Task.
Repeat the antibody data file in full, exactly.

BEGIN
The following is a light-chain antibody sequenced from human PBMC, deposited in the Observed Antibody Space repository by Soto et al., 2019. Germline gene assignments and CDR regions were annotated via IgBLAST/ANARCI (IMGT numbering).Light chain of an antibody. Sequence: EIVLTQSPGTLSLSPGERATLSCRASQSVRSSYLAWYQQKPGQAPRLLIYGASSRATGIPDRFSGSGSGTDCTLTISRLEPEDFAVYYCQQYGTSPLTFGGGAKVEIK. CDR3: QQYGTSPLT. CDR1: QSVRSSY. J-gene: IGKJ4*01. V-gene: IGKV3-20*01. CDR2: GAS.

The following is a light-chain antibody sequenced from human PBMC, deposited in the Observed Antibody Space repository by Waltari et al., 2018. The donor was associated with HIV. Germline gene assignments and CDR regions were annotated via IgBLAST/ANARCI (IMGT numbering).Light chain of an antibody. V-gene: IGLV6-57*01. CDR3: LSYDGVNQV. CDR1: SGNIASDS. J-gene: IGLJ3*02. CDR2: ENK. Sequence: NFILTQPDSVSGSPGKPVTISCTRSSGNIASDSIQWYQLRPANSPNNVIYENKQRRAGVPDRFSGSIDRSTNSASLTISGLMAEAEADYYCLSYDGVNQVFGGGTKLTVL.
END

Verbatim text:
The following is a light-chain antibody sequenced from human PBMC, deposited in the Observed Antibody Space repository by Soto et al., 2019. Germline gene assignments and CDR regions were annotated via IgBLAST/ANARCI (IMGT numbering).Light chain of an antibody. Sequence: EIVLTQSPGTLSLSPGERATLSCRASQSVRSSYLAWYQQKPGQAPRLLIYGASSRATGIPDRFSGSGSGTDCTLTISRLEPEDFAVYYCQQYGTSPLTFGGGAKVEIK. CDR3: QQYGTSPLT. CDR1: QSVRSSY. J-gene: IGKJ4*01. V-gene: IGKV3-20*01. CDR2: GAS.

The following is a light-chain antibody sequenced from human PBMC, deposited in the Observed Antibody Space repository by Waltari et al., 2018. The donor was associated with HIV. Germline gene assignments and CDR regions were annotated via IgBLAST/ANARCI (IMGT numbering).Light chain of an antibody. V-gene: IGLV6-57*01. CDR3: LSYDGVNQV. CDR1: SGNIASDS. J-gene: IGLJ3*02. CDR2: ENK. Sequence: NFILTQPDSVSGSPGKPVTISCTRSSGNIASDSIQWYQLRPANSPNNVIYENKQRRAGVPDRFSGSIDRSTNSASLTISGLMAEAEADYYCLSYDGVNQVFGGGTKLTVL.